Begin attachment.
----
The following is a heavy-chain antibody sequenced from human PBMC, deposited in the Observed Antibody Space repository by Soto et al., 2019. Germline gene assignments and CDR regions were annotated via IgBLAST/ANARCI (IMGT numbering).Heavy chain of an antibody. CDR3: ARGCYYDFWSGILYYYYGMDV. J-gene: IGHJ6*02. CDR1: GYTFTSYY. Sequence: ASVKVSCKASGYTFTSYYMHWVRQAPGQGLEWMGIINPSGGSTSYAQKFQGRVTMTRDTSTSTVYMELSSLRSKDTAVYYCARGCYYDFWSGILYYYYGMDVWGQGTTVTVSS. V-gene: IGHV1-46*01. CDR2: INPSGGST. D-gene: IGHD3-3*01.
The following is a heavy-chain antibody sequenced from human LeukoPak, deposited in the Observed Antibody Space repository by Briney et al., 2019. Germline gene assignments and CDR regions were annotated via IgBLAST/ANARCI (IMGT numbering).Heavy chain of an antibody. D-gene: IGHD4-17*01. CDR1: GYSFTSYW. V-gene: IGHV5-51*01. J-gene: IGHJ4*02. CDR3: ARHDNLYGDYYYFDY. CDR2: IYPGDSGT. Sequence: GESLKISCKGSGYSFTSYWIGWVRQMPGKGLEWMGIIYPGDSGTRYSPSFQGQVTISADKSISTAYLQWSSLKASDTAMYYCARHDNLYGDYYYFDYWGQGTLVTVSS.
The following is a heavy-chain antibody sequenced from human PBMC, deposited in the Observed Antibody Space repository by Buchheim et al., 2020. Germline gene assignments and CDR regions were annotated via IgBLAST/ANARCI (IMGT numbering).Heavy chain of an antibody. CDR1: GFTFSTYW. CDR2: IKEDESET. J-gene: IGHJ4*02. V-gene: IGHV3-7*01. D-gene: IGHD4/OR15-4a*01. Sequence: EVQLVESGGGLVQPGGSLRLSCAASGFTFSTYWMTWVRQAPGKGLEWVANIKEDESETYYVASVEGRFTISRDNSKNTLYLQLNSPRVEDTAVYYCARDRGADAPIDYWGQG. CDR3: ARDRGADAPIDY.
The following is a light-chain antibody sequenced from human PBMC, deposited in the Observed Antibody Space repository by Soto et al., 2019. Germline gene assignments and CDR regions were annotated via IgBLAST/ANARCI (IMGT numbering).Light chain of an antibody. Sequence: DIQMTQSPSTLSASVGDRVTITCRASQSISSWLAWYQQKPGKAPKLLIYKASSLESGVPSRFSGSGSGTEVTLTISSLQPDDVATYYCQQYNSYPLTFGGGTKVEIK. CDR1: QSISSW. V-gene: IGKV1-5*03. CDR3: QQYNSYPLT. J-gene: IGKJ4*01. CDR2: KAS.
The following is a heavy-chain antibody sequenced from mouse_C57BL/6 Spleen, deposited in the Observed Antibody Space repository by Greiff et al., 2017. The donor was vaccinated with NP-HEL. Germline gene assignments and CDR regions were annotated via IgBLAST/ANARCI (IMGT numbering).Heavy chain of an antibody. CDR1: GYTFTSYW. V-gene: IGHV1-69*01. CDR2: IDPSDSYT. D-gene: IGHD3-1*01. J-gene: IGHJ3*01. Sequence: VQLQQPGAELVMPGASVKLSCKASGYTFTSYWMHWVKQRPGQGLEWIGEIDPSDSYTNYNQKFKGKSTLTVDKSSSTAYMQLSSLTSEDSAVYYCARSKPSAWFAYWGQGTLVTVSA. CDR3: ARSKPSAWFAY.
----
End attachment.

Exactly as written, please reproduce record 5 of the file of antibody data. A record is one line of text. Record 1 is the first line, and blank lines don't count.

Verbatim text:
The following is a heavy-chain antibody sequenced from mouse_C57BL/6 Spleen, deposited in the Observed Antibody Space repository by Greiff et al., 2017. The donor was vaccinated with NP-HEL. Germline gene assignments and CDR regions were annotated via IgBLAST/ANARCI (IMGT numbering).Heavy chain of an antibody. CDR1: GYTFTSYW. V-gene: IGHV1-69*01. CDR2: IDPSDSYT. D-gene: IGHD3-1*01. J-gene: IGHJ3*01. Sequence: VQLQQPGAELVMPGASVKLSCKASGYTFTSYWMHWVKQRPGQGLEWIGEIDPSDSYTNYNQKFKGKSTLTVDKSSSTAYMQLSSLTSEDSAVYYCARSKPSAWFAYWGQGTLVTVSA. CDR3: ARSKPSAWFAY.